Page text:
In The Politics of Autism, I analyze the discredited notion that vaccines cause autism. This bogus idea can hurt people by allowing disease to spread. Trump has helped spread misinformation.
Foremost among the strategies researchers have devised to break through misgivings about vaccination is, essentially, scaring people into doing it. In 2015, Zachary Horne, a psychology professor at Arizona State University, divided 315 participants into three groups. The first group read a story about a child who contracted measles; looked at a picture of a child with measles, mumps, or rubella; and read warnings about the importance of vaccination. The second simply read statistics showing there is no link between vaccination and autism. The third read about an unrelated topic. The group exposed to the vivid anecdotes were more likely to change their attitude toward vaccines than the other two. Vaccine skeptics often tell frightening personal stories of injury; Horne did the same thing, but for diseases.
But other experts say adjusting attitudes is a fruitless exercise. Some evidence shows that giving people —including the vaccine-hesitant—correct information actually causes them to double down on their resistance, in a psychological concept known as the “backfire effect.” In a study similar to Horne’s, another group of researchers found that images of sick children only worsened parents’ misperceptions about the vaccine-autism link, and did not boost their intent to vaccinate their children.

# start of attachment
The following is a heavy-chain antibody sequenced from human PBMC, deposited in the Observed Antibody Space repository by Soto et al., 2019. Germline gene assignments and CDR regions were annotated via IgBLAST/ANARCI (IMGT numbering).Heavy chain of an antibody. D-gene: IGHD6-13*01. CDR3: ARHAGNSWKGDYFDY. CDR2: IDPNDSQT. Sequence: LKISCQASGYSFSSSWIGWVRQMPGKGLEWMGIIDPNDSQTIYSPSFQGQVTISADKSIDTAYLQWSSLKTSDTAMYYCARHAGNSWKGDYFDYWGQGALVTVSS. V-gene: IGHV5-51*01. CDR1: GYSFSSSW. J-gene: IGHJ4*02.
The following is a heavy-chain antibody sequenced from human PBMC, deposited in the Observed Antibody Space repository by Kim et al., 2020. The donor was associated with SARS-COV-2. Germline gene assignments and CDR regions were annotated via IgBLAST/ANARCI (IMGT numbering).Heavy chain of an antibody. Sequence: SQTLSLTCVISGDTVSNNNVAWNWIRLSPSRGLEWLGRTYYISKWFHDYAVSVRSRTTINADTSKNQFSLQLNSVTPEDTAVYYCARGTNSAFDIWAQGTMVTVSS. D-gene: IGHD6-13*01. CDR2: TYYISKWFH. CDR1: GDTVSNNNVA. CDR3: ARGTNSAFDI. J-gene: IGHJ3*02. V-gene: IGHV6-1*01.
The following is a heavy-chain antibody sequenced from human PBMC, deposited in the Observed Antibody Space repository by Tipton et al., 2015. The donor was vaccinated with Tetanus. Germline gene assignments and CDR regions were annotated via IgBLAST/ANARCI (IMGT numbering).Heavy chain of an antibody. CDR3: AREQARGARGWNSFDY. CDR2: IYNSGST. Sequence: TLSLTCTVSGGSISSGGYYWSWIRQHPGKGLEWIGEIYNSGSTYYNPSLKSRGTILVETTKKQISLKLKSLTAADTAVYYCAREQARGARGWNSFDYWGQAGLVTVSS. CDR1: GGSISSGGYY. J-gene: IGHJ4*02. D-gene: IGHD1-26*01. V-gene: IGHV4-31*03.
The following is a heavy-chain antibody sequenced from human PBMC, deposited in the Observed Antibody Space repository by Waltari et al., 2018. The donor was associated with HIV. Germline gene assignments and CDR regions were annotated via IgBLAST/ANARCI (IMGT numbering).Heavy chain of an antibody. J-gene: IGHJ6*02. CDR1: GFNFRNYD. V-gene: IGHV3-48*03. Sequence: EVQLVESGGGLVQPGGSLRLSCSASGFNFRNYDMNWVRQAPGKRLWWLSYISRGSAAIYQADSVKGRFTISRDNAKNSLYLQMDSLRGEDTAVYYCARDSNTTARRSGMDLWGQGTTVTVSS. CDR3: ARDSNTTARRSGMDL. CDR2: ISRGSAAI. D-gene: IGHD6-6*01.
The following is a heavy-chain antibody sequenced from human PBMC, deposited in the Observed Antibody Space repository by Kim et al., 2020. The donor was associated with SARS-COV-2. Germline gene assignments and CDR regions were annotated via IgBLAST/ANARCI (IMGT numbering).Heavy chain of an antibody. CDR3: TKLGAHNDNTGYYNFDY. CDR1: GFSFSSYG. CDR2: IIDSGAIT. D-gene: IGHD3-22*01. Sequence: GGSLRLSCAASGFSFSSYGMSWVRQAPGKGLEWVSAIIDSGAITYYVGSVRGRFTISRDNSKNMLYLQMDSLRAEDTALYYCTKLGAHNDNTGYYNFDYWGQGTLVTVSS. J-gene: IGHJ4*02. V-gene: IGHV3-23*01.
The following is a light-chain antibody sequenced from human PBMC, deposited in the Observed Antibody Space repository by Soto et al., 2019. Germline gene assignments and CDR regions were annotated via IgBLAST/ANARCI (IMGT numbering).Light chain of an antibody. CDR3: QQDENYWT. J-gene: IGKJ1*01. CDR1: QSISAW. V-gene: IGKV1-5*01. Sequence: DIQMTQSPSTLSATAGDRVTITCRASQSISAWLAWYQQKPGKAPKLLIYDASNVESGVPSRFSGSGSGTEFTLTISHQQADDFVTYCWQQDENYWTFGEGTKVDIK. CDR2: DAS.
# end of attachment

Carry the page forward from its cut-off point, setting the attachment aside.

Instead, this camp endorses a strategy called “direct behavior change.” Pediatricians might, for example, simply tell parents which vaccinations they’ll be performing during their child’s appointment, rather than ask them whether they’d like to vaccinate. According to research, parents are much more likely to avoid vaccinating if the pediatrician says something like, “What do you want to do about shots?” as opposed to, “Well, we have to do some shots.”